Many of the sayings and actions attributed to Jesus by the four canonical works are not represented in this work. “The Gospel of Jesus“ is a collection of those sayings of Jesus that are regarded as very probably historical or as possible and consistent with other probable sayings. The editors have made good use of the probable red and possible pink sayings voted so by the Seminar, collecting them into 21 chapters with an added prologue and epilogue. They follow a plausible historical sequence so that those dealing with similar topics are read together. Transition passages that describe briefly the settings are included so the Gospel does read like a bare bones narrative of the ministry of Jesus, form a brief summary of his family of origin through his last breath. A one page epilogue briefly describing the post death appearances is included, using some canonical passages regarded as not historical, or black, by the Seminar. A great virtue of this volume are the commentaries on sourcing, translation, and context provided as end notes, comprising almost a fourth of the volume.
My immediate thought when I first started reading this gospel was that much of the beauty had been cast out of its telling: no birth story, little narrative helping me imagine myself as an observer of real events, no miracles and other epiphenomenal events to wonder about. What happens is that a lot of questionable passages (eg., those dealing with unbelievable miracles, or gross anachronisms and mistranslations like those that are used to support atonement dogma, and many of the passages that support individual salvation at the expense of new world salvation) are not included. I do not mind, because these often beautiful and suggestive passages , by their absence, do not inundate the pre-Easter Jesus with distractions from what many regard as very important ethical and religious teachings. I soon found myself focusing on the message of a moral teacher and prophet whose straight talk could not be ignored or explained away. I found myself ready to worship a real phenomenon, not a shadowy fictional character. I felt compelled to pay attention to the message; it rang solid and real.
This edition of “The Gospel of Jesus“ is not limited to the presentation of what the scholars of the Jesus Seminar think are the authentic words and acts of Jesus. Included are several addenda that would help explain, in easily understood terms for the layperson, how this collection came about. These addenda provide much more useful material and explanations than is found in the first addition, enough so that the two editions are two entirely different works. There is a brief description of the tasks that the Jesus Seminar has undertaken, along with a clear description of its voting method used to determine a weighted evaluation of the historical veracity of the passages. Better that a hundred or so diverse scholars openly argue their ideas in an open academic cock fight pit and revise their understandings, then vote, than a select group of agreeing scholars get together to promulgate their common agenda. There is also a very brief description of the methods of literary and textural criticisms used for the evaluation, a fascinating topic and learning experience that is covered in depth in other volumes, yet available here for the layperson. The editors have in a couple of incidents included a discussion of the difficulty of translation some of the important concepts such as “the Kingdom.”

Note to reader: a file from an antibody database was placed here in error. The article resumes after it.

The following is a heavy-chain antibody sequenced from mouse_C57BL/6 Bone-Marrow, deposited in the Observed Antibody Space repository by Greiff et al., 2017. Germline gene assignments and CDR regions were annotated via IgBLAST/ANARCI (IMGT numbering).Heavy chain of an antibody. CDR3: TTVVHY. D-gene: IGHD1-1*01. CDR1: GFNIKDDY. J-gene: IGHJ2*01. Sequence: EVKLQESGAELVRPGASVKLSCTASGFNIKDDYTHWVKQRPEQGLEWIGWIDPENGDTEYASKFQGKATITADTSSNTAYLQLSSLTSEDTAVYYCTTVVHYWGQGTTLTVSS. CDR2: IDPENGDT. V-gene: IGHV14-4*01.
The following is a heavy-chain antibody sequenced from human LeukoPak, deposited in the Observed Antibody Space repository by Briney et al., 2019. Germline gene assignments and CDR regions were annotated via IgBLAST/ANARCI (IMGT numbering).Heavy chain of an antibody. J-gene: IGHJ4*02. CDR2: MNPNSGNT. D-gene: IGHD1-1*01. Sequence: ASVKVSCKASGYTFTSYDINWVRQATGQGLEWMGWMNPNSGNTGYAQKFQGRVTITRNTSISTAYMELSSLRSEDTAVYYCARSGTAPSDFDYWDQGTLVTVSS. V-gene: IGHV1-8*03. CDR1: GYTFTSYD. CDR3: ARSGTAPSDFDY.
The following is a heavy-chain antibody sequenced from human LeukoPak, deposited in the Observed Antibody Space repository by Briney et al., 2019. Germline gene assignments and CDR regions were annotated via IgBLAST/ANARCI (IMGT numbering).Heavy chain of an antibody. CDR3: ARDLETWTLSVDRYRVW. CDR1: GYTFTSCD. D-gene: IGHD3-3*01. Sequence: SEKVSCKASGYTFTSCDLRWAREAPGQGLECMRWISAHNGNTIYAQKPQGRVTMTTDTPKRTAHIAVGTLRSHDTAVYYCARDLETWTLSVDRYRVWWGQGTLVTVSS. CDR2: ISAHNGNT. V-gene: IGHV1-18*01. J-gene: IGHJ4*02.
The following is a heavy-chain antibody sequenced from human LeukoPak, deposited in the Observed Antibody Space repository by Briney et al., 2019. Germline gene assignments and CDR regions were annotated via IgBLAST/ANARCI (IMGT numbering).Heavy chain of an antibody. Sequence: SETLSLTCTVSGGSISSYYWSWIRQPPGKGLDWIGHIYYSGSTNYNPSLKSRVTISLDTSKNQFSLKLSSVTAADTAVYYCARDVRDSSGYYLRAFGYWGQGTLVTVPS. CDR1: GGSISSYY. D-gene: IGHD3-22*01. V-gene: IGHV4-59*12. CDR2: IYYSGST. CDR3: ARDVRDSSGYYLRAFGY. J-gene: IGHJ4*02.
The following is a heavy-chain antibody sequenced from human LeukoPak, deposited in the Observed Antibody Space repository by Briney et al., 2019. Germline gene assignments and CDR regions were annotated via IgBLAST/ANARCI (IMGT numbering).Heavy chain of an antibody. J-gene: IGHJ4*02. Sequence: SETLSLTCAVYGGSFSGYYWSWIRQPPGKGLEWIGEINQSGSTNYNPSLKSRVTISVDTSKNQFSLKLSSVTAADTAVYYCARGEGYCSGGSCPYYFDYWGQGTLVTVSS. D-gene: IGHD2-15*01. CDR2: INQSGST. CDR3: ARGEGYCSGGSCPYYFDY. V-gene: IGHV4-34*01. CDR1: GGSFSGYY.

This volume is very useable, individually or in a small group, by the layperson interested in what Jesus might have actually said. I suspect that the editors are correct when they say in the introduction that here “[t]he reader has a chance to rub shoulders – perhaps for the first time –with an historical figure whose words continue to stir imaginations.” I found that in finally feeling that I was rubbing shoulders with Jesus, I was also laying aside my hyper-critical voice that so easily rejected fantastical belief, and was finally standing next to a friend whom I could trust.
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- Is there a truth to truth? - March 31, 2017
- Are we confronting our racism? - February 3, 2017
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- The Liturgy of Travel - December 23, 2016
- Viewpoints: What is spirituality? - November 1, 2016